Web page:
Skip to Main Content

History: Sources

Welcome to the Glucksman Library guide supporting the Department of History in the Faculty of Arts, Humanities and Social Sciences in the University of Limerick


Secondary Sources

Secondary sources are interpretations of events written after an examination of primary sources and usually other secondary sources, such as books and journal articles. Historians' accounts are usually called 'secondary sources', in order to distinguish them from the 'primary' source material on which they are based. However, 'secondary source' is not an entirely satisfactory term. It suggests a hierarchy of importance, with 'secondary' writings ranking less highly than 'primary' sources. This can lead the unwary student into assuming that primary sources must somehow be a more direct - and therefore more accurate - reflection of the past.

Finding Books and eBooks

Library Search


Use the Library Search to see if the item is available in the library. Note the shelfmark and then go to the shelfmark to locate the book.

Ebooks or electronic books can be accessed via Library Search

Here are some other useful shelfmarks for history:

940.53         World War Two

262/282       Irish catholic church history, church and politics

301.44         History of class

508              History of Irish natural history 

700-709       Art history, critical, cultural politics, aesthetics

900-907       Historiography and historical method and tools

Historical Evidence

Liberty Hall in Dublin during the 1916 Rising.


Any leftover of the past can be considered a source. It might well be a document, and we often think of history as a textual discipline, based on the interpretation of written texts, but it might also be a building, a piece of art or an ephemeral object – a train ticket, say, or perhaps a pair of shoes. These are all 'sources' because they all provide us in different ways with information which can add to the sum of our knowledge of the past.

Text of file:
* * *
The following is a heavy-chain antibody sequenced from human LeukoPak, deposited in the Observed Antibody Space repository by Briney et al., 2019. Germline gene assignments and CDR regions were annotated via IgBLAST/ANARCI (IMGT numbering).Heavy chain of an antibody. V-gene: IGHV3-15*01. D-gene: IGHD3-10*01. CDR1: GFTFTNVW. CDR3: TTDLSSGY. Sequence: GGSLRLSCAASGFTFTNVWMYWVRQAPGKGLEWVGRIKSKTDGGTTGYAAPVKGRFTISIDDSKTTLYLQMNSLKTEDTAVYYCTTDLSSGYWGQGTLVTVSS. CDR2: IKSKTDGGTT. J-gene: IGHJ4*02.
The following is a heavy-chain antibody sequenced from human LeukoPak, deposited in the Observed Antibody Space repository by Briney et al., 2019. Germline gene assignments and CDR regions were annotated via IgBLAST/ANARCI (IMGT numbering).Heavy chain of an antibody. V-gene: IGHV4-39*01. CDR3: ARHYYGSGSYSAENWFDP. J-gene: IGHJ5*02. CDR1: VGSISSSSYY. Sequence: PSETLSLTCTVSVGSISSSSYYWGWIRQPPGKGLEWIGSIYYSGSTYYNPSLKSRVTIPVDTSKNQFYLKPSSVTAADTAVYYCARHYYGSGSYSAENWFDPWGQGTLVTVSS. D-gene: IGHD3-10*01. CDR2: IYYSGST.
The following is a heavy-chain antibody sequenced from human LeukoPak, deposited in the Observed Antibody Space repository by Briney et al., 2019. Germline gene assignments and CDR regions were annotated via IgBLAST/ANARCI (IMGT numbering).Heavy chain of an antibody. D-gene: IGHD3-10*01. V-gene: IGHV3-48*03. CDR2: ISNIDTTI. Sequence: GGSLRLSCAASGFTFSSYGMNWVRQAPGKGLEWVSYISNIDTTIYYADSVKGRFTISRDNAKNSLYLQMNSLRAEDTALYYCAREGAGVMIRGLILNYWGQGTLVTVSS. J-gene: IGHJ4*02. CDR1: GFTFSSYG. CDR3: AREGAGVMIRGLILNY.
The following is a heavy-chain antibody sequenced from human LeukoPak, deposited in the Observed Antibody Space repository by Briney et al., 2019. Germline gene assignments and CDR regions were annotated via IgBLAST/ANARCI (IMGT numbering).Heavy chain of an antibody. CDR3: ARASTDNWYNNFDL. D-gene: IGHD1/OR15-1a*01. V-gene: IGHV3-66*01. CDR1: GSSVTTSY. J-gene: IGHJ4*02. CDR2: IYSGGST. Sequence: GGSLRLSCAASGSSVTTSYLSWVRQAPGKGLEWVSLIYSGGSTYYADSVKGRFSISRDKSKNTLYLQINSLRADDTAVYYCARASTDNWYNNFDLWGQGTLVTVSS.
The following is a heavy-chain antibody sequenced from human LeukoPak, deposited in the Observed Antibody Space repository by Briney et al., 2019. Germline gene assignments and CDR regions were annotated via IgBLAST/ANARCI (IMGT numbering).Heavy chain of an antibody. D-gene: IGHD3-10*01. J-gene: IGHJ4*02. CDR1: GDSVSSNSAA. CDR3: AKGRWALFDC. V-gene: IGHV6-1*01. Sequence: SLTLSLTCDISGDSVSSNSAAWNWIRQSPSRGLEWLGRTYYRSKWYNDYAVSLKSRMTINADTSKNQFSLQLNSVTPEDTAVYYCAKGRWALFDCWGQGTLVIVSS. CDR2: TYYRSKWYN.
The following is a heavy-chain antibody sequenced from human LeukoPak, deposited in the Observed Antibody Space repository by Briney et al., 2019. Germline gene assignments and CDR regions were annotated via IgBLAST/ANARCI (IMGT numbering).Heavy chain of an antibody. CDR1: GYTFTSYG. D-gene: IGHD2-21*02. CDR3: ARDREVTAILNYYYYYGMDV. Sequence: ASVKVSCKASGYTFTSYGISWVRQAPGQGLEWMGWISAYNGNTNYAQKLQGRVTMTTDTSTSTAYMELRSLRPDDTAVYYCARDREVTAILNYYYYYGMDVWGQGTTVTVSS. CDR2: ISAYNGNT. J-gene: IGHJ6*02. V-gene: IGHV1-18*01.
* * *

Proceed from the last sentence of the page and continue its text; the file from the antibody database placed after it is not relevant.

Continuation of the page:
Sources only become historical evidence, however, when they are interpreted by the historian to make sense of the past. The answers they provide will very much depend on the sorts of questions historians are asking. It all depends on what the historian wants to know. This is why it makes little sense to ask if something is 'good historical evidence', without knowing what evidence it's supposed to provide.

National Library of Ireland

Reference Books for History and Archives

Primary Sources

Primary sources are the raw materials  of historical research - they are the documents or artifacts closest to the topic of investigation. Often they are created during the time period which is being studied (correspondence, diaries, newspapers, government documents, art) but they can also be produced later by eyewitnesses or participants (memoirs, oral histories). You may find primary sources in their original format (usually in an archive) or reproduced in a variety of ways: books, microfilm, digital, etc.

The National Archives of Ireland

The National Archives holds records relating to all parts of Ireland. They provide excellent primary source material and are easily accessible to the public.

Helpful to researchers, those interested in the political, economic and social forces shaping the country and those interested in studying government policy.

Cannot Find What You Are Looking For?

If the book is out on loan, you can place a request on it, if there are no other copies available to borrow.

Borrowing from other libraries?  Request an Interlibrary Loan - Available to Staff, Postgraduates & 4th Year Undergraduates ONLY.

Recommend a book? - Contact the Arts, Humanities & Social Sciences Librarian if you would like to recommend a book we should buy for the library.

Finding an article on a reading list

Try this first:

You can look up articles in Library Search, our resource discovery service.

Put the exact title of the article in inverted commas.

If we can provide an instant link you will see the journal article displayed - click Online Access or Fulltext available online to access the text.


Next steps:

If we cannot provide a quick article link or it fails, then search for the name of the whole Journal instead of the article title e.g. "Journal of Common Market Studies"

For print-only journals you will be shown the location and shelfmark, so that you can locate the volume on the shelf

For electronic journals, click to link to the full journal and then navigate to the year, volume and issue that you want to see your article: or there may be an option to search for the article title provided by the online journal portal in which case key in the article in that box.